Two Natural Gas Processing Plants in Lincoln Parish, Louisiana:
20 jobs, CAPEX $150mm, operational March 2015 with up to 25 megawatts of electric power
10 jobs, CAPEX $150mm, operational September 2015 with up to 28 megawatts of electric power
In 2014, PennTex Midstream Partners, headquartered in Houston, Texas, formed North Louisiana LLC (PennTex NLA) as a strategic joint venture between PennTex and natural gas producers in North Louisiana to support growing production from partners and other producers in the area. Midstream services will include treating, gathering, processing and transmission of natural gas. The new plants in Lincoln Parish will remove natural gas liquids and deliver the residue gas to the intrastate and interstate pipeline systems.
On Feb. 26, 2014, Entergy’s business development team met with PennTex NLA representatives, who had a formidable request: For a new natural gas processing plant, they would need electric power for large motors, a substation and transmission lines – all operational in less than 11 months. This was a non-negotiable deadline.
“We estimated the project would take more than 18 months to build using normal processes,” said Charles Igoubadia, Entergy’s senior project manager. “Our challenge was to expedite the work without sacrificing quality.”
An added challenge surfaced with PennTex NLA’s decision to use electric rather than gas motors at the plant: The electricity requirement of 25 megawatts would be much higher than specified in the original design. With this added load, additional tariff options had to be developed in order for electricity to be more economical than gas.
Meeting this extraordinary challenge would take an extraordinary team. From Entergy’s construction and project management ranks, a handpicked team of nine key members were chosen for the job.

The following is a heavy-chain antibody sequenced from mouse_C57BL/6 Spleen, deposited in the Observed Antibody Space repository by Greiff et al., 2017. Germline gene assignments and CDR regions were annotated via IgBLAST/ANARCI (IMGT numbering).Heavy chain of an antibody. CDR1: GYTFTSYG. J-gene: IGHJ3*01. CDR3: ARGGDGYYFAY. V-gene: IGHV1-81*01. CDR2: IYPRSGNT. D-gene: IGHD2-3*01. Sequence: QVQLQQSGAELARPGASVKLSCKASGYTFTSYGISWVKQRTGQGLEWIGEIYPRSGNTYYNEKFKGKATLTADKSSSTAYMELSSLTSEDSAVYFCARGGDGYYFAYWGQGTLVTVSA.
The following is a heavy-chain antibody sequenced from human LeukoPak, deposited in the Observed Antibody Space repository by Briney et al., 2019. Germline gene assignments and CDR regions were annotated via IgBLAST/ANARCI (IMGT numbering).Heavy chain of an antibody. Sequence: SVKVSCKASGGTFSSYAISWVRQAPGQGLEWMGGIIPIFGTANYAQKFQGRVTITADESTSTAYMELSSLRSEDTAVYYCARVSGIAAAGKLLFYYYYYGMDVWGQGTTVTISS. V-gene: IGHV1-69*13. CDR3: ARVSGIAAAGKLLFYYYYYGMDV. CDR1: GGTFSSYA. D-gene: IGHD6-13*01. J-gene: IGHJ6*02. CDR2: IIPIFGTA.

The engagement of PennTex NLA ocials was crucial to the project’s success. In their partnership role, they maintained constant, transparent communication, including weekly construction calls with the Entergy team and other PennTex NLA vendors. These calls allowed the team to resolve all issues in a timely manner.
This project called for creative solutions: PennTex NLA agreed to take on some of the right-of-way acquisition for the project. The company also emphasized to its other vendors, including surveyors and soil borers, that they should work closely with Entergy to avoid duplication of effort and achieve efficiencies.
Next, the Entergy team decided to overlap construction processes wherever possible: Before scoping was complete, design had begun. Before design was complete, construction had begun. Working these parallel project paths involved taking measured risks.
Serving PennTex NLA also required creative equipment solutions. Some specialized transmission equipment can only be ordered when the design is almost complete and can take up to 36 weeks to deliver. This was time the Entergy team didn’t have. To remain on schedule, they worked with vendors to expedite the necessary items. In some cases, they reassigned equipment slated for different projects if ordering replacements could be done without compromising their construction schedules.
Local distribution crews with the Arcadia network pitched in, too, and worked through the Christmas holiday to make sure PennTex NLA’s critical pipeline valve sites had service by the deadline.
All natural gas plants have the option to install gas engines or electric motors for their compressors. Historically, gas engines have had better economics and were faster to install; however, Entergy was able to use the Natural Gas Pipeline Compressor Tariff to improve the economics and complete the facilities on time.
As a result of tightly coordinated efforts by a cross-functional team working closely with PennTex NLA and vendors, we energized the substation and high lines in December, three months ahead of schedule. Careful cost management resulted in actual project costs within 14 percent of the originally budgeted dollars.
On March 11, 2015, Entergy and PennTex employees celebrated their joint achievement at a ribbon-cutting ceremony for the new Arcadia plant.
In November 2014, PennTex signed a contract for a second phase of the project, the Ruston plant, which will be built adjacent to Entergy’s Mount Olive substation near Ruston, Louisiana. This second phase will result in an additional 28 megawatts of load for Entergy and a continued relationship between the two companies. Both projects combined will bring 30 new jobs to the area and a capital expenditure of $150 million.